Polish Far-right Independence Day March Defies Warsaw Ban
WARSAW: Thousands of people took part in an annual far-right march in Warsaw to mark Poland’s Independence Day on Wednesday, defying a ban imposed by city hall due to coronavirus restrictions.
Planned as a drive through the capital’s main arteries to circumvent the ban, the march spilled into the streets, with pedestrians carrying red-and-white Polish flags, firing flares and holding up banners that said “Our civilisation, our rules”.
The annual event has become a friction point between far-right groups and supporters of the nationalist government of Prime Minister Mateusz Morawiecki on one side, and their liberal opponents on the other.
Authorities in Warsaw, which is governed by a centrist mayor, accused the state-run police force of facilitating the march.
“The law is being broken here,” said Karolina Galecka, a city hall spokeswoman. “Police have spent 12 hours preparing to secure the march, we were not informed about this … and at this point you could say the police are co-organising it.”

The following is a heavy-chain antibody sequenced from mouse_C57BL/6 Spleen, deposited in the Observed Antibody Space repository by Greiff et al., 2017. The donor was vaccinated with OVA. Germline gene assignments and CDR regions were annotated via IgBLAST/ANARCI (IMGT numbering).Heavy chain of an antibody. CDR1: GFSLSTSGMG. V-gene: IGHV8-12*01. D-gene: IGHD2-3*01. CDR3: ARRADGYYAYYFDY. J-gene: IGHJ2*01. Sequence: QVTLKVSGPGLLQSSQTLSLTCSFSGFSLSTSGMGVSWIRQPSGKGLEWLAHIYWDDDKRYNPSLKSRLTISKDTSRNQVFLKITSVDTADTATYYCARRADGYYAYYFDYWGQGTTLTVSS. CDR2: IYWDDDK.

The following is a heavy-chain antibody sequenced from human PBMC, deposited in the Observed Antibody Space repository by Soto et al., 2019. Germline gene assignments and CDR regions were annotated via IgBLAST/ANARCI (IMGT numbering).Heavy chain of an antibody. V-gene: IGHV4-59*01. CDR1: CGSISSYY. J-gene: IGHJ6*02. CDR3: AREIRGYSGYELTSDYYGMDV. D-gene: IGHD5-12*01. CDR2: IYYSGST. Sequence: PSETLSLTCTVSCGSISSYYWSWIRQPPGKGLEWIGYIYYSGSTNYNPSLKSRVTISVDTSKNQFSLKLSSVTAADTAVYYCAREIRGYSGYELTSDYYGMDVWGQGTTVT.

Isolated scuffles broke out between police in riot gear and protesters, however. The police said on Twitter some flares had been confiscated and participants were being informed that their gathering was illegal.
A far-right lawmaker called on protesters to “rebel in the name of values and national unity”.
“The left tells you it is offering freedom. What kind of freedom is it? It’s freedom to drink, take drugs and have free sex. That’s all the freedom they have to offer,” Robert Winnicki said, surrounded by a crowd which broke into chants of “God, honour, fatherland”.
Cars snaked along a major bridge in Warsaw, honking their horns, surrounded by crowds of pedestrians, some carrying religious symbols or Polish flags.
Before the march, groups of motorcyclists revved their engines, sending clouds of smoke into the air.
A truck with a banner “No to Jewish demands” also appeared, in a reference to far-right groups’ opposition to any return of property taken from Jews during the Holocaust.
Another truck bore the slogan “Normal family – strong Poland”, a reference to the opposition of right-wing parties in Poland to LGBT rights.
Social tensions have been on the rise in Poland, amid a deepening polarisation spurred by the government’s efforts to instil conservative values.
Warsaw has also seen several massive protests in recent weeks, sparked by a ruling by the Constitutional Court which introduced a near-total ban on abortion in the predominantly Catholic nation.